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$$x^n - a^n = (x-a)(x^{n-1} + x^{n-2}a \ + \ ... \ + xa^{n-2} + a^{n-1})$$ This works when $n$ is an integer, for example: $x^3 - a^3 = (x - a)(x^2 + xa + a^2)$.

This also works when factoring $x^1 - a^1$, for example: $x-a = (x^\frac13 - a^\frac13)(x^\frac23 + x^\frac13a^\frac13 + a^\frac23)$.

My question is if you had that first factor, how would you go about finding that second factor when it's a weird fraction? i.e something like $x-a = (x^\frac37 - a^\frac37)(...)$, how would you find that (...) part?

The reason I'm asking this is for questions where I have to differentiate weird equations with first principles, like $\frac{d}{dx}x^\frac37$. In class, when we got $\lim \limits_{x\to a} \frac{x^\frac37 - a^\frac37}{x-a}$, we were told to factor the numerator to get something like $(x^\frac17 - a^\frac17)(...)$ and in addition factor the denominator to get $(x^\frac17 - a^\frac17)(...)$ so that you could remove that term, etc. Is there any term I could multiply $\lim \limits_{x\to a} \frac{x^\frac37 - a^\frac37}{x-a}$ with to get $\lim \limits_{x\to a} \frac{x-a}{(x-a)(...)}$ instantly? What's the strategy for finding it?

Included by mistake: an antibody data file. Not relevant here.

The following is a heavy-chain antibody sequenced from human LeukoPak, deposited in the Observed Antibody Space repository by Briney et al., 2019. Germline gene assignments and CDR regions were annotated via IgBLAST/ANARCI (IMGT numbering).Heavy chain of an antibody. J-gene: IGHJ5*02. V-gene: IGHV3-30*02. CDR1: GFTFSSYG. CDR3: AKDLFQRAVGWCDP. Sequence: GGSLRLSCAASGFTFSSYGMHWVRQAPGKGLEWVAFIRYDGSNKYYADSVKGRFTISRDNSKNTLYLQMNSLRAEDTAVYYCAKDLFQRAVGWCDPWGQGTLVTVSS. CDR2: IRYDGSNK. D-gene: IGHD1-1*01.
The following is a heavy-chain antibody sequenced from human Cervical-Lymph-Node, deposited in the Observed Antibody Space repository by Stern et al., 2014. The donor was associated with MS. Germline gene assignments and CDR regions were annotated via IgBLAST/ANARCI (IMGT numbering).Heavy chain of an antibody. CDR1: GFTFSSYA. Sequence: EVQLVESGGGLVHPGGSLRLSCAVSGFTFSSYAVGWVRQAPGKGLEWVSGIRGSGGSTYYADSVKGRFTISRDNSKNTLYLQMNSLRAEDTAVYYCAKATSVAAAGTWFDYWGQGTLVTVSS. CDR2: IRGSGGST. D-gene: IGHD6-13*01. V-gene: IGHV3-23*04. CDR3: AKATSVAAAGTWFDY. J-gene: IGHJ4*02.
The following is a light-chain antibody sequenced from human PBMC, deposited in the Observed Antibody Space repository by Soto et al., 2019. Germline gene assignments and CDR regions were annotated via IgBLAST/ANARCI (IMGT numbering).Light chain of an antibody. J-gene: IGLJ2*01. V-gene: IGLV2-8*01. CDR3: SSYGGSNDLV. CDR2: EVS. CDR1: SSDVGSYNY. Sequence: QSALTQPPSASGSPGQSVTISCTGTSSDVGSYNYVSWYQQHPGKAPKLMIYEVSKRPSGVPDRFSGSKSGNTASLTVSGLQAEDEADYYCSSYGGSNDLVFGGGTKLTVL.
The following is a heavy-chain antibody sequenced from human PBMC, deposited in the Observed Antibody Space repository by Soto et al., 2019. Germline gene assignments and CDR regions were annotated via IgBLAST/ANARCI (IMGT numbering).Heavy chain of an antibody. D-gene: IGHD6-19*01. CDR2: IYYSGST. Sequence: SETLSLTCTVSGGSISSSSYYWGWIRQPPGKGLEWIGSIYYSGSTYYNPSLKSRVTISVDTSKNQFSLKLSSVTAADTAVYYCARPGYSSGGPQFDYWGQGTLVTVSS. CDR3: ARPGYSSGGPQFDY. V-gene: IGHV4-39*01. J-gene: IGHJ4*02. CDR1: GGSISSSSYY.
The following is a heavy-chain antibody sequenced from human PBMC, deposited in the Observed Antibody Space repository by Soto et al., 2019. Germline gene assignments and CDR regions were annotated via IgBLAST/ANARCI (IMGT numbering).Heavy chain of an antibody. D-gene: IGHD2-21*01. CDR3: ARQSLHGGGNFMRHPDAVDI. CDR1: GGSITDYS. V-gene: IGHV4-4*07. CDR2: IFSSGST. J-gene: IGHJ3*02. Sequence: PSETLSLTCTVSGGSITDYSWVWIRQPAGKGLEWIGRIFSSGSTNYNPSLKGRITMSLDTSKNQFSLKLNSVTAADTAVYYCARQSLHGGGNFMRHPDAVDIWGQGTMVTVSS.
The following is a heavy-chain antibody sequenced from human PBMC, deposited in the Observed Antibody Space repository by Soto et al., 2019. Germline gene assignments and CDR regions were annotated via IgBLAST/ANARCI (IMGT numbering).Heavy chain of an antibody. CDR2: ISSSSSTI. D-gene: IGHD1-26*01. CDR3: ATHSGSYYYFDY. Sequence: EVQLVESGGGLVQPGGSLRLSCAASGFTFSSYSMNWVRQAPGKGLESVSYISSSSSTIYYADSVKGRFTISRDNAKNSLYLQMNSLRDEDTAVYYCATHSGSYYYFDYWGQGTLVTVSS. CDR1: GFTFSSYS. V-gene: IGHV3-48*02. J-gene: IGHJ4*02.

Any help is appreciated, thanks.

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    $\begingroup$ Do you want something that works even with irrational $n$? With regard to your question in general, if a factorization isn't obvious, or takes too long to help, you could always use something else to get the limit. $\endgroup$
    – J.G.
    Commented Feb 23, 2022 at 21:03
  • $\begingroup$ As much as I'd like to use it, we aren't allowed any rules in my class so far, and we just have to use pure algebra, so I guess I'm looking for something that doesn't have to work when $n$ is irrational. $\endgroup$
    – user1029236
    Commented Feb 23, 2022 at 21:18

2 Answers 2

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If $n=p/q$ is a (positive) rational, you already know how to do: $$ x^n-a^n=(x^{1/q})^p-(a^{1/q})^p= (x^{1/q}-a^{1/q})\cdot \sum_{i=0}^{p-1}(x^{1/q})^i(a^{1/q})^{p-1-i}. $$

Now suppose that $n$ is a (positive) irrational. Note that, for each $x\neq a$, the function $x^y-a^y$ has a derivative (in $y$) equals to $\log x\cdot x^y-\log a\cdot a^y$ hence has a constant (nonzero) sign in a neighborhood $U$ of $n$.

Approximate $n$ with rationals: find rationals $p_1/q_1,p_2/q_2 \in U$ such that $p_1/q_1<n<p_2/q_2$.

Hence $$ \frac{x^{p_1/q_1}-a^{p_1/q_1}}{x-a} \le \frac{x^n-a^n}{x-a}\le \frac{x^{p_2/q_2}-a^{p_2/q_2}}{x-a} $$ for $x>a$ and viceversa for $x<a$ (or the opposite). But you know how to factorize the first term and the last term. Therefore you can find the limit of the middle one as $x\to a$.

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For the case : $$\lim_{x \to a} \dfrac{x^{\frac{3}{7}} - a^{\frac{3}{7}}}{x - a}$$ you can proceed by substitution : Let $y = x^{\frac{1}{7}}$ and $b = a^{\frac{1}{7}}$ then : $$\lim_{x \to a} \dfrac{x^{\frac{3}{7}} - a^{\frac{3}{7}}}{x - a} = \lim_{y \to b} \dfrac{y^3 - b^3}{y^7 - b^7}$$

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